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Rush Limbaugh Remembered from the Right
(January 12, 1951–February 17, 2021)

Rush Limbaugh receives the Presidential Medal of Freedom, 2020.

1,694 words

Rush Limbaugh passed away from lung cancer Wednesday at the age of 70. No one did more to shape modern conservatism than the talk radio giant. Republican politicians bowed before him and sought his favor. Rush had the power to shape the opinions of millions, and one rant from him could scuttle a presidential candidacy or legislation. He’s the rare figure to earn glowing remembrances from both George W. Bush and Donald Trump. Rush may have not invented conservative talk radio, but nobody defined it more than him.

Every conservative outlet and figure is reminiscing on Rush and his influence. The Dissident Right should follow suit. The radio host was certainly not one of us — here’s how he outlined his ideology in his famous CPAC 2009 speech:

We love people. [Applause] When we look out over the United States of America, when we are anywhere, when we see a group of people, such as this or anywhere, we see Americans. We see human beings. We don’t see groups. We don’t see victims. We don’t see people we want to exploit. What we see — what we see is potential. We do not look out across the country and see the average American, the person that makes this country work — we do not see that person with contempt. We don’t think that person doesn’t have what it takes. We believe that person can be the best he or she wants to be if certain things are just removed from their path like onerous taxes, regulations and too much government. [Applause]

We want every American to be the best he or she chooses to be. We recognize that we are all individuals. We love and revere our founding documents, the Constitution and the Declaration of Independence. [Applause] We believe that the preamble to the Constitution contains an inarguable truth: that we are all endowed by our Creator with certain inalienable rights, among them Life. [Applause] Liberty, Freedom. [Applause] And the pursuit of Happiness.

This is very bluepilled. (Breitbart and several other conservatives gushed over the speech on the day of Rush’s death, indicating they share its message.) Any time Rush would define his philosophy, it would be along similar libertarian lines. That may be reason to dismiss him as nothing more than a cuck, but he was more than his cringe. In his final years, he pushed conservatives to embrace nationalism, opposed mass immigration, criticized foreign interventionism and unrestricted free trade, and even entertained the idea of secession. Throughout his career, he savaged feminism and minority identity politics in terms National Review would squirm at. While no Pat Buchanan, he was superior to nearly every conservative radio host and generally pushed his audience in a positive direction (at least in his later years). The only major radio host who ventured further than Rush was Michael Savage.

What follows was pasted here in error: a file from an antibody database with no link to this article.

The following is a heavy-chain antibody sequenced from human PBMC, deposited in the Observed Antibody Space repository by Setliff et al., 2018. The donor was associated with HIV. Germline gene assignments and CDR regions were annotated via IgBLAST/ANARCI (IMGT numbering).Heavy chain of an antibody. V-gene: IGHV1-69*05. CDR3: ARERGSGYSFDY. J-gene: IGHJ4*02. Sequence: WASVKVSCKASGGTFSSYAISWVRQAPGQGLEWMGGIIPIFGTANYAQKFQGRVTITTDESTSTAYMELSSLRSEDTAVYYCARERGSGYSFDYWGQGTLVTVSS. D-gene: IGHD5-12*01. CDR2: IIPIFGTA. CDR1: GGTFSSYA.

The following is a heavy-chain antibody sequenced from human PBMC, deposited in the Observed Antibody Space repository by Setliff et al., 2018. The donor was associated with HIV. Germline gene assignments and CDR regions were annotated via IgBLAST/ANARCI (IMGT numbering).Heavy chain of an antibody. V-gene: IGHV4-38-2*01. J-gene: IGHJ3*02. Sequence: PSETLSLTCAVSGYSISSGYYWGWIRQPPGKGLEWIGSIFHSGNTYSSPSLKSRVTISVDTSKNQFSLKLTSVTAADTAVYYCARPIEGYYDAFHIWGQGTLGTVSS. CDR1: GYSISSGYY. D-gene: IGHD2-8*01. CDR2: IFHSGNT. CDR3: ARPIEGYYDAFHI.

Some on our side don’t fondly remember Limbaugh. VDARE editor Peter Brimelow aptly noted that Limbaugh failed to address immigration in the 90s and seemed to embrace the issue too late. It is certainly true Rush could’ve done more in the 1990s to push for immigration restriction. His voice could’ve pressured Republicans into passing legislation at a time when even Bill Clinton wanted to reduce immigration. The radio host’s failure to do so was a serious mistake that shouldn’t be forgotten.

However, in recent years, he has helped push the GOP in a more positive direction on immigration. He led the fight against amnesty. This was particularly helpful in 2013, when many prominent conservative figures backed the sellout. He presaged Trump’s immigration pitch in 2016. Throughout the campaign, Rush credited immigration for Trump’s popularity and urged Republicans to take the issue seriously. He even attacked Trump when it appeared the then-candidate would endorse amnesty (Trump did not do so.) Limbaugh moved beyond typical Republican talking points about the “rule of law” and exclusive concerns about illegal immigration. His radio program frequently discussed how Democrats weaponize mass immigration to change America’s demographics and secure future election victories. As Brimelow noted, Limbaugh began to entertain secession in his final months due to America’s demographic predicament. These are not discussions Sean Hannity or Mark Levin would ever touch.

In 2016, he read Sam Francis’s “From Household To Nation” essay on the air and praised its author. The 1996 essay advised a hypothetical Republican candidate to abandon traditional conservatism and promise to restore the nation’s Middle American core. “[S]ooner or later, as the globalist elites seek to drag the country into conflicts and global commitments, preside over the economic pastoralization of the United States, manage the delegitimization of our own culture, and the dispossession of our people, and disregard or diminish our national interests and national sovereignty, a nationalist reaction is almost inevitable and will probably assume populist form when it arrives,” Francis wrote in that essay. Limbaugh read this to his 15 million listeners and said it described Trump. He was attacked by the SPLC for this grave offense.